19 June, 2021

For People To Wield This Bound Aaron’s Rod

The Indian’s great, organic faith in the secular Constitution grew out of its emergence as a site for struggle since its earliest years

For People To Wield This Bound Aaron’s Rod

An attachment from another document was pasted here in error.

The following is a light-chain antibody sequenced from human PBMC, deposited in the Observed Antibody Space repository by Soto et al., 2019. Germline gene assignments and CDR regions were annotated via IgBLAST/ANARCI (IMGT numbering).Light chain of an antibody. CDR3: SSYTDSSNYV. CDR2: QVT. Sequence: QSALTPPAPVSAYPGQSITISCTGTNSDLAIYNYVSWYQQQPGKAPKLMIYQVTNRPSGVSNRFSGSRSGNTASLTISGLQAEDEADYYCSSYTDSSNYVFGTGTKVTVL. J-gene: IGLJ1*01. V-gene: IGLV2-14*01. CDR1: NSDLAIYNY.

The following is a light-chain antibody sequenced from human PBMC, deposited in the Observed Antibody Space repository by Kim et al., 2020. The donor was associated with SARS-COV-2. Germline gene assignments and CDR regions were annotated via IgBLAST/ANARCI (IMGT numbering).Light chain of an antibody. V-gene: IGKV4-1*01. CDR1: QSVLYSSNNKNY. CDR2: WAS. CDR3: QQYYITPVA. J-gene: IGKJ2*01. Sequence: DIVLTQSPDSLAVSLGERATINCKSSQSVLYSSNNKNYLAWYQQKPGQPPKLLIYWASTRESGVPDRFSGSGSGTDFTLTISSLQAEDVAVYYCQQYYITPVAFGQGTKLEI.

Bijou Emmanuel and his siblings, Binu and Bindu, had gone to school on a July morning in 1985. Like every other day, during the morning assembly as the other children lined up to sing the national anthem, the Emmanuel siblings respectfully stood to one side and remained silent. As devout Jehovah’s Witnesses they believed they are part of god’s kingdom and like many of their fellow believers around the world did not salute national flags or sing national anthems, which were seen as a form of worship. Several of the Emmanuel family had attended the same school across generations and had been allowed to stand silently. Yet on that July morning, a “patriotic MLA” who was visiting the school noticed and took objection. He raised questions in the Kerala assembly, setting off a process which ended with the headmistress regretfully expelling the students. The Emmanuel children moved the Supreme Court, after the Kerala High Court rejected their petition, holding that no word or phrase in the national anthem offended religious sensibilities. The Supreme Court,...

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